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Surely this is not our own Abu Ghraib?
by Newropeans-Magazine
2009-11-20 10:04:44
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Having just returned home from a consultancy trip, I came across a veritable plethora of articles in our broadsheets about claims that British soldiers in Basra - in the southern part of Iraq, not far from Kuwait - had recreated the torture conditions of Abu Ghraib in order to commit the sexual and physical abuse of Iraqi civilians.

The allegations being investigated by the Ministry of Defence (MoD) raised questions about collusion between Britain and America from 2003 till 2009. They included thirty-three new cases resembling broadly those employed by Americans in Abu Ghraib and formed part of a pre-action protocol letter served on the MoD over allegations of torture techniques prior to the drawdown of our troops. Those instances have purportedly occurred at Camp ‘Akka’ detention facility at al-Zubayr, the Contingency Operating Base at Basra Air Station, Camp Bucca (also known as Camp Freddy), the Divisional Temporary Detention Facility at Sha’aibah Logistics base, Camp Abu Naji and Shatt-al-Arab Camp. According to the British lawyer representing the claimants, there exist strong similarities between American and British instances over the use of sexual humiliation in these six locations.

Is it possible our troops, all 120,000 of them who served valiantly in Iraq under tough conditions, became tainted with such practices and are simply closing ranks? Or is it not more likely that the vast majority have conducted themselves in the highest standards of behaviour, displaying integrity and commitment, and that those cases - if proven to be founded - were only aberrations? Are we witnessing the first signs of a breaking of ranks? After all, I understand that some British soldiers have come forward and recounted what ostensibly happened to father-of-two Baha Moussa before his shocking death in 2003, and so it becomes possible that those new cases could be true too. Is this the tip of an iceberg, or just random cases?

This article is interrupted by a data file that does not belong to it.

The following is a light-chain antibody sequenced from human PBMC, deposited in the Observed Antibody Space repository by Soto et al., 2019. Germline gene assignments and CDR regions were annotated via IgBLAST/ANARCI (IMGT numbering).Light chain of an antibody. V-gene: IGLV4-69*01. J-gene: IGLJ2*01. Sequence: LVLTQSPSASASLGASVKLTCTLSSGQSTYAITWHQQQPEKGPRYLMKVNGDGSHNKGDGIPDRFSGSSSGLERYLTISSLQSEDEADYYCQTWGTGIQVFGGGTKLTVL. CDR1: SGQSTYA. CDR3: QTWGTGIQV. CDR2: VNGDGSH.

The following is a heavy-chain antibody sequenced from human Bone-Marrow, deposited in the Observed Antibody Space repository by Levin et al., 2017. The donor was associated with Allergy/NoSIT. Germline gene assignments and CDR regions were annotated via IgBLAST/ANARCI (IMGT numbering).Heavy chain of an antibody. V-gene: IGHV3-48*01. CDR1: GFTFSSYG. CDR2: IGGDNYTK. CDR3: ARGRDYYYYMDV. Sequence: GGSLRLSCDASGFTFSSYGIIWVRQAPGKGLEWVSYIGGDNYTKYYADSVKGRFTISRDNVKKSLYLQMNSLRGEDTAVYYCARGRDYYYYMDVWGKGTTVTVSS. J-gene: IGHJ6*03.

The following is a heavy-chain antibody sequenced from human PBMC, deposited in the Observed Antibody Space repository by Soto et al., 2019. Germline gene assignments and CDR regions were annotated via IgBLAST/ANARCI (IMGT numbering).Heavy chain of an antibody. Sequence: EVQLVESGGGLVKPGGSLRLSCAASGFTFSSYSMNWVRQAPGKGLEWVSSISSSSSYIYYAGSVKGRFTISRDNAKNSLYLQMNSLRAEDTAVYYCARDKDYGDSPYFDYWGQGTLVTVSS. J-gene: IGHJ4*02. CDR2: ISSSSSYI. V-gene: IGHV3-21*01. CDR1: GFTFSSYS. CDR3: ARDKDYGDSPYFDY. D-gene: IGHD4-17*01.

Sadly, politicians - regardless of party affiliations - no longer command much awe or respect these days due to an erosion of faith in their moral rectitude and financial judgment, but our society has by and large supported the way our military has obeyed its orders and done its job despite unfavourable conditions at times. So I assume my readers would understand that it is instinctively hard for me to admit that those troops who are meant to rise above politics let alone remain beyond reproach might have exercised such abuses against Iraqis in Basra and that they actually enjoyed heaping psychological, physical and sexual humiliation upon others. Could it be the pressure and stress of serving in hostile conditions that made some of them ‘crack up’, and is this truly a justification or even an excuse? I cannot pretend to know the absolute truth, and I guess matters will become a little clearer once the investigations - including a public inquiry - reach some conclusion.  After all, I did not initially buy into the abuses exercised by US soldiers in Abu Ghraib, but some of them had been committed indeed, so who says that this did not occur at all in Basra. Yet I insist that the overwhelming majority of our soldiers will have conducted themselves honourably, subscribed to army discipline and been overseen by their superiors in the course of their duties.